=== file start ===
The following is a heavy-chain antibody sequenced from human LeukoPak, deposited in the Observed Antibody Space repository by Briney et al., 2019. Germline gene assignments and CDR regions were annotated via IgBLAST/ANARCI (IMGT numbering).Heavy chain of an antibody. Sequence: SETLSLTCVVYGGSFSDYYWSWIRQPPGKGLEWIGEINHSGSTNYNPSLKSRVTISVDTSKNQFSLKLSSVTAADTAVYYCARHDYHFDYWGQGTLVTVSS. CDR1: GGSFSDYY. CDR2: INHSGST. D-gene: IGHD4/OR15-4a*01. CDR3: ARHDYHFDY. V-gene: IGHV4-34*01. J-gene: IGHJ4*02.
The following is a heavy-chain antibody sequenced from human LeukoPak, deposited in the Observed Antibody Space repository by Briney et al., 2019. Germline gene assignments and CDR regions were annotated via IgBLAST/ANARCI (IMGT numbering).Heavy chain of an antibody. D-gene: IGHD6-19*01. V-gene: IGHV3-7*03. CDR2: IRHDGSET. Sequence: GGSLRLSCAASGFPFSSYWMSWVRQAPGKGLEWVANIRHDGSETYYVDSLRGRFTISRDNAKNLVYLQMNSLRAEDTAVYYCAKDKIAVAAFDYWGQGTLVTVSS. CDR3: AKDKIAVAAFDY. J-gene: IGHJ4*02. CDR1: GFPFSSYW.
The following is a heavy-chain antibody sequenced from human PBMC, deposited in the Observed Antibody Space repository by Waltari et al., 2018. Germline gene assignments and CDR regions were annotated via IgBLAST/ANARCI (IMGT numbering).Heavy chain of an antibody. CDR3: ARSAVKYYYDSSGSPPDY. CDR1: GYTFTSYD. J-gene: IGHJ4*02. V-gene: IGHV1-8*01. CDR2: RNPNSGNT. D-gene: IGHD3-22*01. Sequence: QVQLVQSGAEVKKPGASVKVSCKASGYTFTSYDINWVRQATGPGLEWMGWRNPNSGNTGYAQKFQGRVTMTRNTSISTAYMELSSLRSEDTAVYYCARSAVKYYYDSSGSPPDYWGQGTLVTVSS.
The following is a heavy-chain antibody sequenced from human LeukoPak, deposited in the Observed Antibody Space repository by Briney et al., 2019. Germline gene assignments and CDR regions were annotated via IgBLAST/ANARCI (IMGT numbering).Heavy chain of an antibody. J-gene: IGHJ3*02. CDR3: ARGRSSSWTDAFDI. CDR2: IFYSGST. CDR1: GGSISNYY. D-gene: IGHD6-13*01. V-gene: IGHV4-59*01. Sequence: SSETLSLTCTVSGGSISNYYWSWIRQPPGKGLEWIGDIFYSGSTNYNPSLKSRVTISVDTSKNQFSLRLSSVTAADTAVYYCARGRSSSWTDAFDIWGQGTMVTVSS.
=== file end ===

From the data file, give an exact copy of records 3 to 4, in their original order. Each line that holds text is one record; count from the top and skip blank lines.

The following is a heavy-chain antibody sequenced from human PBMC, deposited in the Observed Antibody Space repository by Waltari et al., 2018. Germline gene assignments and CDR regions were annotated via IgBLAST/ANARCI (IMGT numbering).Heavy chain of an antibody. CDR3: ARSAVKYYYDSSGSPPDY. CDR1: GYTFTSYD. J-gene: IGHJ4*02. V-gene: IGHV1-8*01. CDR2: RNPNSGNT. D-gene: IGHD3-22*01. Sequence: QVQLVQSGAEVKKPGASVKVSCKASGYTFTSYDINWVRQATGPGLEWMGWRNPNSGNTGYAQKFQGRVTMTRNTSISTAYMELSSLRSEDTAVYYCARSAVKYYYDSSGSPPDYWGQGTLVTVSS.
The following is a heavy-chain antibody sequenced from human LeukoPak, deposited in the Observed Antibody Space repository by Briney et al., 2019. Germline gene assignments and CDR regions were annotated via IgBLAST/ANARCI (IMGT numbering).Heavy chain of an antibody. J-gene: IGHJ3*02. CDR3: ARGRSSSWTDAFDI. CDR2: IFYSGST. CDR1: GGSISNYY. D-gene: IGHD6-13*01. V-gene: IGHV4-59*01. Sequence: SSETLSLTCTVSGGSISNYYWSWIRQPPGKGLEWIGDIFYSGSTNYNPSLKSRVTISVDTSKNQFSLRLSSVTAADTAVYYCARGRSSSWTDAFDIWGQGTMVTVSS.